True or false? The Dodgers' chances of repeating as NL West champions were ruptured right along with Pedro Guerrero's left patellar tendon when the leftfielder caught a cleat trying to abort a slide four short days before the season opener.
Before answering, consider this: Guerrero, who has injured his left leg twice before, will be out for at least three months, or half the season. Erase half of his stats from 1985, and the Dodgers would have finished ninth in the league in home runs, instead of fourth, 10th in RBIs instead of sixth, eighth in runs scored instead of fifth, and heaven knows where in the standings.
"Because God delays doesn't mean he denies," said manager Tommy Lasorda, just a few hours after Guerrero had curled up, screaming in pain, on the ballfield. "God put up one stop sign, that's all."
Lasorda has a lot of praying to do if he's going to replace Guerrero's .320 average, 33 home runs, 87 RBIs and the hole in the fourth spot of the batting order. "It's important to fill Pete's shoes, but we're too good a team to rely on any one man," said catcher Mike Scioscia.
That's the attitude. Until Guerrero wrecked his knee, the Dodgers' lineup had been more settled than it had been in years. Now, enter the emergency medical platooning squad of Reggie Williams and Franklin Stubbs. Williams is the rookie who was likely to platoon with Ken Landreaux, now on his own in center, and Stubbs was the 25th man and so was saved from the cut.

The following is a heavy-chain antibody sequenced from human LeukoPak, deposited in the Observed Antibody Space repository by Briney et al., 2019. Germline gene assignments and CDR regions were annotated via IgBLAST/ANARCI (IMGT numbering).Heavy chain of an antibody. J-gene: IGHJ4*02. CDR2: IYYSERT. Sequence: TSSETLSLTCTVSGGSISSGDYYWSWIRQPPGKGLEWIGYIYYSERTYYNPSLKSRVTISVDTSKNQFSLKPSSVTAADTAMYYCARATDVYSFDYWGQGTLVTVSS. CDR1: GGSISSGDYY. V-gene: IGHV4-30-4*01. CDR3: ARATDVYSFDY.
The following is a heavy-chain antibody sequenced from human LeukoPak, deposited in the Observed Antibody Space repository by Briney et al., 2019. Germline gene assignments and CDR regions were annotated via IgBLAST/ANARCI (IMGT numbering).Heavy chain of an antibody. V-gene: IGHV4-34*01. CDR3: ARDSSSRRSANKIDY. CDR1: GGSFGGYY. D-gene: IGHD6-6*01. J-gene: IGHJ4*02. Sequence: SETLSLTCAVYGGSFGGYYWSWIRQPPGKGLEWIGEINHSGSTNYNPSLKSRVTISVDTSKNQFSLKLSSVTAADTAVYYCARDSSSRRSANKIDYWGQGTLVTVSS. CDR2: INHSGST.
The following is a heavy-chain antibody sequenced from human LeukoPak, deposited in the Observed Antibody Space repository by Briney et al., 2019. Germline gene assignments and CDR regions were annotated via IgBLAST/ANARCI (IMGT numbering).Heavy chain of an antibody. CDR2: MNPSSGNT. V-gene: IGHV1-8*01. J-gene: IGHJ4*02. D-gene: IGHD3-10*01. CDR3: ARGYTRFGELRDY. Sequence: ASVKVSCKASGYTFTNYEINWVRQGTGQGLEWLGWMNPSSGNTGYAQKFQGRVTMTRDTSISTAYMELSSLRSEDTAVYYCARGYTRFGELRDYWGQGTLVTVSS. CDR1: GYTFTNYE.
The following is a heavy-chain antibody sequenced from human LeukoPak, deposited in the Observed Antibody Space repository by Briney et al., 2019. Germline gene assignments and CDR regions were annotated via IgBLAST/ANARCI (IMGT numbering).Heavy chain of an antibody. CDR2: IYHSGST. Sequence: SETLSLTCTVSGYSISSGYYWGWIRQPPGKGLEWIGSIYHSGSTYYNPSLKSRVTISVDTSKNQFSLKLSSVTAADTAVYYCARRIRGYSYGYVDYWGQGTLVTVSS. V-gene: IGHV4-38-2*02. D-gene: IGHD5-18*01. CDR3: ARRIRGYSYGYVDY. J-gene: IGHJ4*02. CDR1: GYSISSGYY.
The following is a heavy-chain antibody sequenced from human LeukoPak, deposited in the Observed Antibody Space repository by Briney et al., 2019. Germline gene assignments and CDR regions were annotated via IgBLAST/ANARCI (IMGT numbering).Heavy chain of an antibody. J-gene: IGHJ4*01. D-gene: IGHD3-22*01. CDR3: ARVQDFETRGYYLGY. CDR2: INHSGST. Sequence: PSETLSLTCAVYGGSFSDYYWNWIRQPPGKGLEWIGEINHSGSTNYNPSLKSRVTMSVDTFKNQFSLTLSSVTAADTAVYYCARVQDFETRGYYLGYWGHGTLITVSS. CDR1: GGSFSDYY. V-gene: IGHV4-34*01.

But don't write the Dodgers' obituary yet. L.A. pitchers had the best ERA (2.96) and the most shutouts (21) in the majors last year, and the front office has paid dearly for those stats—nearly $5 million this year just for the starting five. Asked to rank the Dodger rotation, Orel Hershiser (19-3) said, "The best in baseball." However, when asked the same question about the Dodger bullpen, Hershiser said, "That's a loaded question." Tom Niedenfuer, Jack Clark's friend, will hold the fort.
There is still hope. The two Mikes (Scioscia and Marshall) may be able to save the offense—both had career years in 1985—if they get a lot of help from Bill Madlock. Meanwhile, the 29-year-old Guerrero is trying not to think about the pain in his knee. "Why go crazy?" he says.
THE ELIAS ANALYST:
Walk/strikeout ratio of 3.67 highest in NL since Dave Cash (4.15) in 1976.
Batted .274 vs. righties, .176 vs. lefties, 2nd largest difference in NL.
Hit .232 in 47 games in leadoff spot, .316 in 84 games batting 8th.
Batted 14 times without a hit in LIP situations with runners in scoring position.
He got over the bends nicely: .251 in 110 Pirate games, .360 in 34 Dodger games.
Hit eight of his 33 home runs against one team, Houston.
Batted .140 with two outs and runners in scoring position.
Yearly batting averages vs. lefties since 1982: .211, .238, .278, .287.
April ERA of 0.21 not the best start of his career; had a 0.20 April in his rookie season.
Had major leagues' best record (13-2) in games against teams with winning records.
The Dodgers won all five games in which he did not get a decision.
Either very good or very bad: 1.21 ERA in his wins, 7.03 ERA in his losses.
First pitcher to lose team's last two postseason games since Deacon Phillippe in 1903.